Indeed the Gospel authors are anonymous. But skeptics overstate this in favor of their case. Anonymous does not mean that the authors are prima facie unreliable. Nor does it mean that the authors are completely unknown to us as if they existed in a vacuum from which the Gospels dropped out. Although historians will remain tentative and engage in critical debate, there is agreement that we can know details about the Gospel writers. For example, regarding the Gospel of Matthew, one can know with some certainty, according to scholar R. T. France, that the author was “a Jewish Christian, with an extensive knowledge of and a strong interest in the Old Testament, familiar with scribal traditions and with the methods of Rabbinic debate, and capable of writing in good Greek, even though his own cultural background was clearly Semitic” (18). Essentially, whether we attach the name “Matthew” to this Gospel is immaterial as it says nothing about historicity.
It is possible to view the Gospel authors as ancient biographers in some sense, or as “primitive historians” to use Sherwin-White’s phrase (p. 192). But this is not to suggest that the Gospel authors are the same as contemporary biographers or to modern secular historians who attempt to detach themselves from their material in order to be as objective as possible. Such differences need to be acknowledged and is why scholar Donald Hagnar refers to the Gospels as “biography-like” rather than biographies in the ordinary, modern sense of the word (19).
The skeptic attempts to elevate Herodotus’ trustworthiness as a writer and downplay the Gospel authors as being unreliable. But the differences are exaggerated and usually trivialize important similarities between Herodotus and the Gospel writers. Both Herodotus and the Gospel authors possessed obvious agendas and motives for writing; both show strong signs of placing their narratives within space and time; both describe people and places that really exist or existed; both write after the events described; both are selective in what they present; both include extraordinary details; both contain judgmental portrayals of persons; both were criticized by opponents; and so on. In this way, a comparison of the Gospels to Herodotus’ Histories appears reasonable.
Often cited as a major difference is that Herodotus traveled for research purposes and that this was allegedly not done by the Gospel writers. But this is also overstating the case because historians are in the dark concerning whether or not the Gospel authors did any traveling (with the possible exception of Luke’s author based on what he tells us in the introduction regarding his critical stance and investigation). It would seem unjustified to dismiss out of hand the possibility that the Gospel authors traveled to talk with early Christians within various early communities in order to obtain information from them about the ministry of Jesus and his disciples. Equally, it is possible that the Gospel authors did not travel for research purposes. But for the skeptic to affirm the latter as certain, probably because it is more germane to his skeptical agenda, is going beyond what we know.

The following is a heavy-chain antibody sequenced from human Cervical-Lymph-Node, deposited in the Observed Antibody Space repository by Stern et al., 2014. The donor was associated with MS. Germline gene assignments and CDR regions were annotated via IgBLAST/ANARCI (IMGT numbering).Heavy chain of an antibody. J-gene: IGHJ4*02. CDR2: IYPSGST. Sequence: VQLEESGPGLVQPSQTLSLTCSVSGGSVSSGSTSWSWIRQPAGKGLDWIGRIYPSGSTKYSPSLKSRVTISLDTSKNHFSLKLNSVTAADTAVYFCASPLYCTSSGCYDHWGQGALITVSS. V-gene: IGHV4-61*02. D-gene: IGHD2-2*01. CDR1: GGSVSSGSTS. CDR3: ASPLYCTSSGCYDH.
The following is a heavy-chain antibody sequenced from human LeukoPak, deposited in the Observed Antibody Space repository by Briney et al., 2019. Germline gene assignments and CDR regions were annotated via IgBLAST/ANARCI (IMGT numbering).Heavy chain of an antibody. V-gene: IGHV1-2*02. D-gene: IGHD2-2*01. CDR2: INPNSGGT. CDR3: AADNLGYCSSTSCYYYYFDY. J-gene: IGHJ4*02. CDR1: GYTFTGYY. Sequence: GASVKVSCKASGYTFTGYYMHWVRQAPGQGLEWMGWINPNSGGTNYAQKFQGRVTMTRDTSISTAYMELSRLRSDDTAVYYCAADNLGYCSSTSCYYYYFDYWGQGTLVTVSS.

Having evaluated what Sherwin-White said about the two-generation rule and the various criticisms and responses to them, one might reasonably conclude that the rule is relevant and applicable to the Gospel accounts of Jesus. While not without criticism, Sherwin-White’s use of the Gospel sources and the Book of Acts were laudable and therefore “useful for its clear reporting and discussion of some of the latest work on such questions as the trial of Christ and the various trials of St. Paul” (20).
Sherwin-White, A. N. 1963. Roman Society and Roman Law in the New Testament. Oxford: Clarendon Press.
1. Grant, Frederick. 1964. “Roman Society and Roman Law in the New Testament by A. N. Sherwin-White.” The Journal of Theological Studies 15(2):352-358. p. 352.
2. Simpson, Michael. 1988. “Review: Herodotus and Modern History.” The Sewanee Review 96(2):292-297.
3. Dozeman, Thomas B. 2003. “Geography and History in Herodotus and in Ezra-Nehemiah”. Journal of Biblical Literature 122(3):449-466. p. 453.
4. Momigliano, Arnaldo. 1958. “The Place of Herodotus in the History of Historiography.” History 43(47)1-13. p. 2.
5. Momigliano, Arnaldo. 1958. Ibid. p. 8.
6. Momigliano, Arnaldo. 1958. Ibid. p. 3.
7. Strauss, Barry. 2014. One of the Greatest Storytellers Who Ever Lived. Available.
8. Bishop, James. 2015. The Historicity of Jesus Christ’s Crucifixion. Available.
9. Grant, Robert M. 1964. “Roman Society and Roman Law in the New Testament by A. N.Sherwin-White.” Classical Philology 59(4):304. p. 304.
10. Grant, Frederick. 1964. “Roman Society and Roman Law in the New Testament by A. N. Sherwin-White”. The Journal of Theological Studies 15(2):352-358. p. 358.
11. Crook, John. 1964. “Roman Society and Roman Law in the New Testament by A. N.Sherwin-White”. The Classical Review 14(2):198-200. p. 198.
12. Chadwick, Henry. 1965. “Roman Society and Roman Law in the New Testament by A. N.Sherwin-White”. The Journal of Roman Studies 55(1/2):276-277. p. 276.
13. Gelsey, Rudolph C. 1964. “Roman Society and Roman Law in the New Testament by A. N. Sherwin-White”. The American Journal of Legal History 8(4):348-351. p. 351.
14. Bishop, James. 2015. 25 Scholars (and 42 Quotes) on the Evidence for Jesus Christ’s Resurrection. Available.
15. Johnson, Luke T. 1996. The Real Jesus: The Misguided Quest for the Historical Jesus. HarperSanFrancisco. p. 136.
16. Sanders, E. P. 1995. The Historical Figure of Jesus. Penguin UK.
17. ABC, Interview in The Search for Jesus w/ Peter Jennings (June 26, 2000), as cited by Gary Habermas.
18. France, R. T. 2008. Matthew: An Introduction and Commentary. Inter-Varsity Press. p. 35.
19. Hagner, Donald. 2012. The New Testament: A Historical and Theological Introduction. Baker Books. p. 131
20. Nicholls, J. J. 1964. “A. N. SHERWIN-WHITE: “Roman Society and Roman Law in the New Testament” (Book Review)”. The Journal of Religious History 3(1):92-95. p. 93.